BLACK HILLS CENTER FOR AMERICAN
“To improve the health and wellness of American Indian tribes, communities, and
peoples through research, service, education, and philanthropy.”
These are not just words to us. At the Black Hills Center for American Indian Health, we incorporate this philosophy into all of our projects as we work to hence the physical, mental, spiritual, and cultural health of American Indian Tribes and Tribal communities.
Jeffrey A. Henderson, M.D., M.P.H President & CEO
Dr. Jeffrey Henderson is Lakota and an enrolled member of the Cheyenne River Sioux Tribe. Dr. Henderson acquired both his Bachelor’s and Medical degrees from the University of California, San Diego. After completing a residency in Primary Care Internal Medicine at the University of Washington, Dr. Henderson moved to Eagle Butte, South Dakota in 1992, where he served as Clinical Director of the Indian Health Service hospital. He returned to Seattle in 1994 to pursue his Master’s training in Public Health, after which he moved to the Black Hills of western South Dakota. In 1998, Dr. Henderson founded the Black Hills Center for American Indian Health. The Center has met with considerable success, garnering over $28 million through 50 peer-reviewed health research grants and contracts, largely from NIH and CDC. In turn, these efforts have providing well-paying jobs and benefits for more than 40 reservation-based tribal members, and injected over $5 million directly into our partnering reservation communities.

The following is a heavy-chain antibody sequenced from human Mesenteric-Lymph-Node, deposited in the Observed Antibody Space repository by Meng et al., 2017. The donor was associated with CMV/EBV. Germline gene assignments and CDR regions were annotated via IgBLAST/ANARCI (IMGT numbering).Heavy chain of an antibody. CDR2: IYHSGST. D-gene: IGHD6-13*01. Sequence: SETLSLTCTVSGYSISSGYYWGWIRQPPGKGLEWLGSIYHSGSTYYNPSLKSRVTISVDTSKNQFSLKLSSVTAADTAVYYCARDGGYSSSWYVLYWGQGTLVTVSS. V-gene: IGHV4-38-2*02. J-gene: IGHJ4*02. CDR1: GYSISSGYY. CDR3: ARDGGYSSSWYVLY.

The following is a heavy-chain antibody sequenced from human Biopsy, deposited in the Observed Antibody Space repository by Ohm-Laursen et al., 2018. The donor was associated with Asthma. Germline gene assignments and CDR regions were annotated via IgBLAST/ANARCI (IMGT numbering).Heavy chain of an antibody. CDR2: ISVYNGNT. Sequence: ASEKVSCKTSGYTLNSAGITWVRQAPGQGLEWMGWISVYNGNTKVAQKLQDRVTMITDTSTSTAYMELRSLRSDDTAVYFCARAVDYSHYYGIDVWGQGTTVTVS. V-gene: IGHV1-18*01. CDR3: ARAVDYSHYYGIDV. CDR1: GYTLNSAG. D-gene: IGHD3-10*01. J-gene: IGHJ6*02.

Patricia Nez Henderson, M.D., MPH; Senior Scientist
Dr. Patricia Nez Henderson is originally from Teesto, Arizona—a small community in the Navajo Reservation. Dr. Nez Henderson received her Bachelor of Science degree in Biochemistry from the University of Arizona and was the first American Indian woman to graduate from Yale University School of Medicine, earning her Doctor of Medicine and Master of Public Health degrees from Yale University. As public health scientist, Dr. Nez Henderson collaborates with Tribes and Tribal communities in developing, implementing, and evaluating culturally relevant research projects. She is a panel member of multiple federal tobacco-related committees, including the inaugural Federal Drug Administration Tobacco Products Scientific Advisory Committee which recommended the removal of menthol cigarettes from the marketplace. Dr. Nez Henderson is also a board member for multiple public health organization, including the Society of Research on Nicotine and Tobacco Board of Directors–an international organization where she recently served as the President. She has been recognized for her work with Tribal communities through numerous honors and awards.